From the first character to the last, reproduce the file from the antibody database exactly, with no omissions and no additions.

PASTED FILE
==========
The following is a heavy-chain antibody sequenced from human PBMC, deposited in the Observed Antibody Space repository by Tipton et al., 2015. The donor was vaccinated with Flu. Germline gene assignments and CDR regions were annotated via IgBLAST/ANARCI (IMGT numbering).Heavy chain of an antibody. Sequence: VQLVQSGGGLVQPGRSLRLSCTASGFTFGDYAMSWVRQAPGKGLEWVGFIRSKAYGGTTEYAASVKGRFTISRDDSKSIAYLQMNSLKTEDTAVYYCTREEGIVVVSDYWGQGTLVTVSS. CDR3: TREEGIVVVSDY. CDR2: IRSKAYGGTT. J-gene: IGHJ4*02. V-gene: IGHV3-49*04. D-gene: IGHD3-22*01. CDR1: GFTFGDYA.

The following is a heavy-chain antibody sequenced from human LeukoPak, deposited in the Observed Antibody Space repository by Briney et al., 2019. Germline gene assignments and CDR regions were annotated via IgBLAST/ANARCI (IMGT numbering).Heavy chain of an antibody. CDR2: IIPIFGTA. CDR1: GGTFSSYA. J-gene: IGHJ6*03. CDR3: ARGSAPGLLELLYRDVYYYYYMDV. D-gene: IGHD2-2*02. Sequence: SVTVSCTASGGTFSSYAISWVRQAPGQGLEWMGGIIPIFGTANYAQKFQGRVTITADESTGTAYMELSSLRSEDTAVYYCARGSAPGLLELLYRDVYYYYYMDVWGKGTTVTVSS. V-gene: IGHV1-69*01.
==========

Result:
The following is a heavy-chain antibody sequenced from human PBMC, deposited in the Observed Antibody Space repository by Tipton et al., 2015. The donor was vaccinated with Flu. Germline gene assignments and CDR regions were annotated via IgBLAST/ANARCI (IMGT numbering).Heavy chain of an antibody. Sequence: VQLVQSGGGLVQPGRSLRLSCTASGFTFGDYAMSWVRQAPGKGLEWVGFIRSKAYGGTTEYAASVKGRFTISRDDSKSIAYLQMNSLKTEDTAVYYCTREEGIVVVSDYWGQGTLVTVSS. CDR3: TREEGIVVVSDY. CDR2: IRSKAYGGTT. J-gene: IGHJ4*02. V-gene: IGHV3-49*04. D-gene: IGHD3-22*01. CDR1: GFTFGDYA.

The following is a heavy-chain antibody sequenced from human LeukoPak, deposited in the Observed Antibody Space repository by Briney et al., 2019. Germline gene assignments and CDR regions were annotated via IgBLAST/ANARCI (IMGT numbering).Heavy chain of an antibody. CDR2: IIPIFGTA. CDR1: GGTFSSYA. J-gene: IGHJ6*03. CDR3: ARGSAPGLLELLYRDVYYYYYMDV. D-gene: IGHD2-2*02. Sequence: SVTVSCTASGGTFSSYAISWVRQAPGQGLEWMGGIIPIFGTANYAQKFQGRVTITADESTGTAYMELSSLRSEDTAVYYCARGSAPGLLELLYRDVYYYYYMDVWGKGTTVTVSS. V-gene: IGHV1-69*01.